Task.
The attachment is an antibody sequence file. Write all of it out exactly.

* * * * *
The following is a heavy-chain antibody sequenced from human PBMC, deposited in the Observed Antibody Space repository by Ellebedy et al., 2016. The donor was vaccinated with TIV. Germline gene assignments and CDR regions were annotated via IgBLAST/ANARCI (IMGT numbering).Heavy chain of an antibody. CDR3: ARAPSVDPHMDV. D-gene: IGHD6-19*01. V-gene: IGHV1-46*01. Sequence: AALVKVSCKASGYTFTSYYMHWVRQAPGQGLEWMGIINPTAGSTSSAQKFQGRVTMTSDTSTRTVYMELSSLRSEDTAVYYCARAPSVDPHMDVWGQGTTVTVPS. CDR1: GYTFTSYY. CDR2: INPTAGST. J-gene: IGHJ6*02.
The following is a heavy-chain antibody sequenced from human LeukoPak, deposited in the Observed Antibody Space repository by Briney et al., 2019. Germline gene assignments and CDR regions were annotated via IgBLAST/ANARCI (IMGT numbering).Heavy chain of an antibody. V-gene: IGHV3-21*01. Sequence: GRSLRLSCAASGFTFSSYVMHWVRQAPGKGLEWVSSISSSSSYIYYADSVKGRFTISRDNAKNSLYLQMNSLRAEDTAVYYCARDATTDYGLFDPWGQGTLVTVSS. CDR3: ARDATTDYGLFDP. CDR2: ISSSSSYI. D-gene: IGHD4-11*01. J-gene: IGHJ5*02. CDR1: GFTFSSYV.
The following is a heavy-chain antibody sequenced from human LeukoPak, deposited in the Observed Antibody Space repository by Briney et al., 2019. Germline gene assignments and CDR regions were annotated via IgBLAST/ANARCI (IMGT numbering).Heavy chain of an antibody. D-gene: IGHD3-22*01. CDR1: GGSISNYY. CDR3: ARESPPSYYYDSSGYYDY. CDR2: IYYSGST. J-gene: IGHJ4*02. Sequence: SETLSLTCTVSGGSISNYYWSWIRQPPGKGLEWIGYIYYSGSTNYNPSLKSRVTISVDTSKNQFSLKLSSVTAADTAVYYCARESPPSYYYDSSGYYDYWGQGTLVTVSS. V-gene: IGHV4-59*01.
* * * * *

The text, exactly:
The following is a heavy-chain antibody sequenced from human PBMC, deposited in the Observed Antibody Space repository by Ellebedy et al., 2016. The donor was vaccinated with TIV. Germline gene assignments and CDR regions were annotated via IgBLAST/ANARCI (IMGT numbering).Heavy chain of an antibody. CDR3: ARAPSVDPHMDV. D-gene: IGHD6-19*01. V-gene: IGHV1-46*01. Sequence: AALVKVSCKASGYTFTSYYMHWVRQAPGQGLEWMGIINPTAGSTSSAQKFQGRVTMTSDTSTRTVYMELSSLRSEDTAVYYCARAPSVDPHMDVWGQGTTVTVPS. CDR1: GYTFTSYY. CDR2: INPTAGST. J-gene: IGHJ6*02.
The following is a heavy-chain antibody sequenced from human LeukoPak, deposited in the Observed Antibody Space repository by Briney et al., 2019. Germline gene assignments and CDR regions were annotated via IgBLAST/ANARCI (IMGT numbering).Heavy chain of an antibody. V-gene: IGHV3-21*01. Sequence: GRSLRLSCAASGFTFSSYVMHWVRQAPGKGLEWVSSISSSSSYIYYADSVKGRFTISRDNAKNSLYLQMNSLRAEDTAVYYCARDATTDYGLFDPWGQGTLVTVSS. CDR3: ARDATTDYGLFDP. CDR2: ISSSSSYI. D-gene: IGHD4-11*01. J-gene: IGHJ5*02. CDR1: GFTFSSYV.
The following is a heavy-chain antibody sequenced from human LeukoPak, deposited in the Observed Antibody Space repository by Briney et al., 2019. Germline gene assignments and CDR regions were annotated via IgBLAST/ANARCI (IMGT numbering).Heavy chain of an antibody. D-gene: IGHD3-22*01. CDR1: GGSISNYY. CDR3: ARESPPSYYYDSSGYYDY. CDR2: IYYSGST. J-gene: IGHJ4*02. Sequence: SETLSLTCTVSGGSISNYYWSWIRQPPGKGLEWIGYIYYSGSTNYNPSLKSRVTISVDTSKNQFSLKLSSVTAADTAVYYCARESPPSYYYDSSGYYDYWGQGTLVTVSS. V-gene: IGHV4-59*01.